Logo Design by FlamingText.com 

                Instagram   

Saturday, January 26, 2013

Tommy Brenton, Eric McAlister carry high-flying Stony Brook past Maine, 79-69




By GREG LOGAN  greg.logan@newsday.com


Seldom, if ever, has the term "high flyers" been associated with Stony Brook's defense-oriented style of basketball. But a fourth straight sellout crowd at Pritchard Gym was treated to an array of above-the-rim acrobatics courtesy of Tommy Brenton and Eric McAlister in the Seawolves' 79-69 victory over Maine Saturday afternoon.
Brenton recorded Stony Brook's first triple-double (15 points, 14 rebounds, 11 assists) since the move to Division I in 1999, and redshirt freshman McAlister scored a career-high 22 points. He shot 8-for-11, making both three-pointers he attempted.
But Brenton and McAlister were most effective as a passing combination as the Seawolves (15-5, 6-1 America East) scored on seven dunks or alley-oop plays, with McAlister recording five of those baskets and Brenton assisting on five.
It came as part of an impressive offensive display in which Stony Brook finished with five players in double figures, including Dave Coley (13 points), Marcus Rouse (11) and Anthony Jackson (10). Jameel Warney added 11 rebounds.
Maine (8-12, 3-4) was led by Zarko Valjarevic, who shot 7-for-12 from three-point range for his 21 points, and Justin Edwards, who had 19 points, 13 rebounds and five assists but missed 10 of 14 free throws.
Brenton became the eighth player in America East history to reach the 1,000 career rebounding mark with his 11th of the game, but he took the most satisfaction from his triple-double. "It's huge," he said. "I didn't know I was close until there were about five minutes left."
Needing only two assists to achieve the triple-double, Brenton's timing could not have been better. A 19-point Stony Brook had dwindled to eight at 61-53 when Brenton worked his way into the middle of the Black Bears' 2-3 zone defense to feed McAlister and Warney for dunks on consecutive possessions to restore a 65-53 cushion with 4:14 left.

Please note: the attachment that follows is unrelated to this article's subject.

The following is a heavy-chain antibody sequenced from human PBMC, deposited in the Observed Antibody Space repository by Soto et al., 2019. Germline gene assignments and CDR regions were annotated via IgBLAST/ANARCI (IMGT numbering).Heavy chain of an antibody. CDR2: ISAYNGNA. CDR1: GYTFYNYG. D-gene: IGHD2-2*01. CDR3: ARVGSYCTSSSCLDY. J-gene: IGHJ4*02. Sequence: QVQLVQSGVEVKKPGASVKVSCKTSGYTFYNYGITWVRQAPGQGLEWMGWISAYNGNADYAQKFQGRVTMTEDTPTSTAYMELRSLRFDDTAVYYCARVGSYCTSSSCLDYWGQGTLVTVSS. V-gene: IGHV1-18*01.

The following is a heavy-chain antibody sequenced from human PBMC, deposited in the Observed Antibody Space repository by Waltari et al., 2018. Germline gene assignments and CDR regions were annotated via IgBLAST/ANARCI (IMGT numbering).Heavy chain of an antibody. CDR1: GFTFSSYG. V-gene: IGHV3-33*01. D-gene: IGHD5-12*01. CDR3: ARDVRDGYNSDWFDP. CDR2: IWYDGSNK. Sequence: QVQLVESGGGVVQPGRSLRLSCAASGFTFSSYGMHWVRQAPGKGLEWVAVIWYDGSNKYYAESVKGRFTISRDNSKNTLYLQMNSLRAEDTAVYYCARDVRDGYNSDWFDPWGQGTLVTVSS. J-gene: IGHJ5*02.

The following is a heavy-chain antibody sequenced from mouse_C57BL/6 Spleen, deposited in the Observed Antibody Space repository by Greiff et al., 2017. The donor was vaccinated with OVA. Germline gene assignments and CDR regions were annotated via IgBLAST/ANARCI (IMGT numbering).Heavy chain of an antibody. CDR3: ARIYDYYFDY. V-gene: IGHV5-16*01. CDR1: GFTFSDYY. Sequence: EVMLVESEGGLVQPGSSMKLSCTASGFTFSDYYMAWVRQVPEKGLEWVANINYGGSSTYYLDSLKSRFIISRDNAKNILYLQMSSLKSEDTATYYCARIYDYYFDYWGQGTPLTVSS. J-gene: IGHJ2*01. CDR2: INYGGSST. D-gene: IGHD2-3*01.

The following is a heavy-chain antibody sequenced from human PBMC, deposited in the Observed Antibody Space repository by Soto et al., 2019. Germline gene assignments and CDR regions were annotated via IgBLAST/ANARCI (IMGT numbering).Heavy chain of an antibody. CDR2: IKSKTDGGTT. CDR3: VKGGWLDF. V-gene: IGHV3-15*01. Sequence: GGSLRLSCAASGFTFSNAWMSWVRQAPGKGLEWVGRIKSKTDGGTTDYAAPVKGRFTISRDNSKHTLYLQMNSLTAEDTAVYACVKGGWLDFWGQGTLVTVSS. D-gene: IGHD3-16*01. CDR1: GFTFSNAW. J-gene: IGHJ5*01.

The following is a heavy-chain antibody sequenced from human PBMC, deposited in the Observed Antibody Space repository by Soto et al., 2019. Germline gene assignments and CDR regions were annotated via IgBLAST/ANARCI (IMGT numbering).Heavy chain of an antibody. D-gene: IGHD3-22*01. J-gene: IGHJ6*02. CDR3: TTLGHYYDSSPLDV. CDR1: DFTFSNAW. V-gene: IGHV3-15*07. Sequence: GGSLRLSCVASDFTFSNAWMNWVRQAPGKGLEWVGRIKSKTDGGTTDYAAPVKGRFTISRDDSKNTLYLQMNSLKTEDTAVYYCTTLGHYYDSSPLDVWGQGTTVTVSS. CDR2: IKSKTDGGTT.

"I'm always looking to go inside," Brenton said. "They played zone, and I knew I had opportunities to go in the middle and read and react. It helped to have these high flyers around me."
Warney has been Stony Brook's most effective low-post presence, but the freshman, limited by a sore knee, was scoreless in the first half, attempting only one field goal. It didn't matter because McAlister got going early, hitting a top-of-the-key jumper and a three-pointer. After Brenton threw an alley-oop pass to Scott King for a highlight-reel dunk and an 18-7 lead, McAlister got into the alley-oop act, dunking for a 25-12 advantage.
But the 6-8 McAlister saved his best for the second half, scoring three straight baskets with two dunks and an over-the-head layup off an alley-oop pass from Brenton to give Stony Brook its biggest lead at 44-25.
"I'm just trying to contribute more to the team and play with as much energy as I can," said McAlister, whose previous high was 12 points. "I got some good looks, so I took them. When you make your first couple shots, it gives you a lot more confidence to shoot the next one."
Stony Brook coach Steve Pikiell said Brenton was the key to the offense with his play as a "point forward" breaking down Maine's zone, but he seemed especially encouraged by McAlister's improvement.
"Eric has been awesome in practice," Pikiell said. "He's been dominant. The way he played today is how he's been practicing. He took it to another level today, which was great."